Hi, I'm a year 12 student and this May/June I'm going to be taking the AS chemistry CIE. I have just finished physical chemistry and inorganic chemistry and this second term I'm going to start the organic chemistry.

I need any tips on how to study for inorganic chemistry, I'm struggling with inorganic chemistry because it's very difficult to memorise all the equations....

I need any tips on how to study for inorganic chemistry, I'm struggling with inorganic chemistry because it's very difficult to memorise all the equations....

Original post by Sarah123454

Hi, I'm a year 12 student and this May/June I'm going to be taking the AS chemistry CIE. I have just finished physical chemistry and inorganic chemistry and this second term I'm going to start the organic chemistry.

I need any tips on how to study for inorganic chemistry, I'm struggling with inorganic chemistry because it's very difficult to memorise all the equations....

I need any tips on how to study for inorganic chemistry, I'm struggling with inorganic chemistry because it's very difficult to memorise all the equations....

hi, what I find useful to do is to write down all the equations on a flashcard and then revisit them every so often so it jogs your memory, or you could talk to some friends about them too and ask them to test you on them - just keeping them in the back of your mind is something I found helpful 🙂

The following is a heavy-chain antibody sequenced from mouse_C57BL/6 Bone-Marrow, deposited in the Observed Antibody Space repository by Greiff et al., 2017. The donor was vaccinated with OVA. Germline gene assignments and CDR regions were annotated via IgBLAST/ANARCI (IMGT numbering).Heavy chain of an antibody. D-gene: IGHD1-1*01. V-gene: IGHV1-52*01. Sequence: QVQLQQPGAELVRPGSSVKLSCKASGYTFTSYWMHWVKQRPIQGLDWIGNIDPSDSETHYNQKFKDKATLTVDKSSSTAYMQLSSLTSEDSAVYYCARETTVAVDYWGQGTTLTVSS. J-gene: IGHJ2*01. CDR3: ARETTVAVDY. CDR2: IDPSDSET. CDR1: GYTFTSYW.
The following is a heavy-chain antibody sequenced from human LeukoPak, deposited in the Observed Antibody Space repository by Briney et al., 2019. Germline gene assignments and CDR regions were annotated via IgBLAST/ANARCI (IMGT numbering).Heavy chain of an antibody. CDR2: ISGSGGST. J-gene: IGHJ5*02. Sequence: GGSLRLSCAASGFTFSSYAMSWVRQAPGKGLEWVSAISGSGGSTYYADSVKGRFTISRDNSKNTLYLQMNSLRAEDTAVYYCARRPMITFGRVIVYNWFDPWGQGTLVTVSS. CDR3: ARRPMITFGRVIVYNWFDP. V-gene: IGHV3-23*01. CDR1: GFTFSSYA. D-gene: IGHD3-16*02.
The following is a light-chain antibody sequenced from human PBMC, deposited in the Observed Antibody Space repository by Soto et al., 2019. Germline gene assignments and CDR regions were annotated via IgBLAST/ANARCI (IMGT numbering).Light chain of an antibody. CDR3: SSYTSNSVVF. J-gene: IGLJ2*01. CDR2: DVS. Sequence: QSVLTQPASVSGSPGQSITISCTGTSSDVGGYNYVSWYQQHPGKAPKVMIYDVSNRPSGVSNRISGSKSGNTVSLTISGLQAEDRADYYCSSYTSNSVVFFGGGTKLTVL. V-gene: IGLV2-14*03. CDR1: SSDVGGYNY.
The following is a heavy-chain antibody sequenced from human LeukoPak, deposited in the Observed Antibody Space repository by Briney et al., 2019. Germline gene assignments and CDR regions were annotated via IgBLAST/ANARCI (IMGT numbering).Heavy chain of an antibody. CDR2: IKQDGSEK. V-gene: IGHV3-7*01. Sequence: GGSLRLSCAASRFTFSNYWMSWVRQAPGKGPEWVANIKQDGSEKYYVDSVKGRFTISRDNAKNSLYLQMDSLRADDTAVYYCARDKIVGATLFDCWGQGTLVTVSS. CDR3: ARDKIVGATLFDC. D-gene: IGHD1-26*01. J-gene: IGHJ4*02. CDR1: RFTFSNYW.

Original post by Sarah123454

Hi, I'm a year 12 student and this May/June I'm going to be taking the AS chemistry CIE. I have just finished physical chemistry and inorganic chemistry and this second term I'm going to start the organic chemistry.

I need any tips on how to study for inorganic chemistry, I'm struggling with inorganic chemistry because it's very difficult to memorise all the equations....

I need any tips on how to study for inorganic chemistry, I'm struggling with inorganic chemistry because it's very difficult to memorise all the equations....

Don’t bother memorising equations.

The approach I found easier was to learn the formulae of various compounds (or how to work out their formulae) and to work out the equation from there.

Let’s say for example a question asked you to write an equation for the reaction of phosphorus(V) oxide with sodium hydroxide, to form sodium phosphate and one other product.

I would first work out that sodium phosphate is Na3PO4 and recall that phosphorus(V) oxide is P4O10 and sodium hydroxide is NaOH.

Setting up an unbalanced equation:

P4O10 + NaOH —> Na3PO4 + …

Since there are 4 P on the LHS, there should also be four on the right-hand side. So the next thing to try would be scaling up the Na3PO4 by 4:

P4O10 + NaOH —> 4Na3PO4 + …

Since there are 4 x 3 = 12 Na on the RHS, there should be 12 on the RHS. Scaling up the NaOH by 12:

P4O10 + 12NaOH —> 4Na3PO4 + …

As we can see, there are 12 hydrogens on the LHS and none on the RHS. There are also 22 oxygens on the left and just 16 on the right. We know there must be one more product formed and from the fact it is made up only of H and O in a 2:1 ratio, it’s safe to assume the other product is water - 6 molecules of it, in fact: